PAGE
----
We've already had some hands-on time with Bloomfield, Intel's high-end Nehalem part (officially named Core i7). But we know that not everyone's going to make the jump on board this new platform when it's released later this year. Bloomfield pricing hasn't been announced yet, but we expect it to be in the high-end enthusiast range -- ie. only affordable for price un-conscious buyers.
For mainstream system builders, Intel's solution will be Lynnfield, a socket 1160 CPU that'll have its own motherboard configuration. Lynnfield processors will be incompatible with X58 motherboards sporting socket 1366 -- though Intel assured us that they won't phase out the Bloomfield platform once Lynnfield is released in Q1 of next year (unlike what happened with AMD's socket 940 platform). Another difference: Lynnfield's motherboard will run two-channel DDR 3 memory, as opposed to the highly-touted tri-channel setup in Bloomfield.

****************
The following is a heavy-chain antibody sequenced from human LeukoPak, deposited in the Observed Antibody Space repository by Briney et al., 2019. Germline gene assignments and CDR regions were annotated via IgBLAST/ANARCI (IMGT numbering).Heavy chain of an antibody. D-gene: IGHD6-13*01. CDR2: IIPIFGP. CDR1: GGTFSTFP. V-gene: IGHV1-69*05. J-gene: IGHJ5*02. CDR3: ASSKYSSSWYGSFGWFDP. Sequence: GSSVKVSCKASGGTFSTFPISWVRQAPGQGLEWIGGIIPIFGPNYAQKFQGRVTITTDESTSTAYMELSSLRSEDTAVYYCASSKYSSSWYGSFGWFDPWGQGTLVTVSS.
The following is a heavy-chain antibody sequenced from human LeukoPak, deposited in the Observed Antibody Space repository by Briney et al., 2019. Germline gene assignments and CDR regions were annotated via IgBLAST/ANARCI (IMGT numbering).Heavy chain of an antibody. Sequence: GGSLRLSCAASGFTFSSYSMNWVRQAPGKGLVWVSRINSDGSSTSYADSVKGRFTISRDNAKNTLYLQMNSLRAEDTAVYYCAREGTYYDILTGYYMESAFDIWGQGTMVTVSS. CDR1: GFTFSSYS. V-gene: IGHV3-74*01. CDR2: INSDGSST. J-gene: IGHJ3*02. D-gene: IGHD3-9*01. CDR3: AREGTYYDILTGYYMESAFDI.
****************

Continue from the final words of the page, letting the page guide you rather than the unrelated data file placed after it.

We were lucky enough to snap up a few spy shots of an early Lynnfield motherboard, shown below:
A shiny new Lynnfield wafer.
Note that this board doesn't have the Independent Loading Mechanism on the socket (the little arm and clicp that holds the CPU down).
Along with Lynnfield, Intel will also release Havendale, a dual-core CPU using the Core architecture. Havendale will have an integrated graphics chip underneath the heat spreader in a multi-chip package. It's also scheduled to ship in Q1 2009.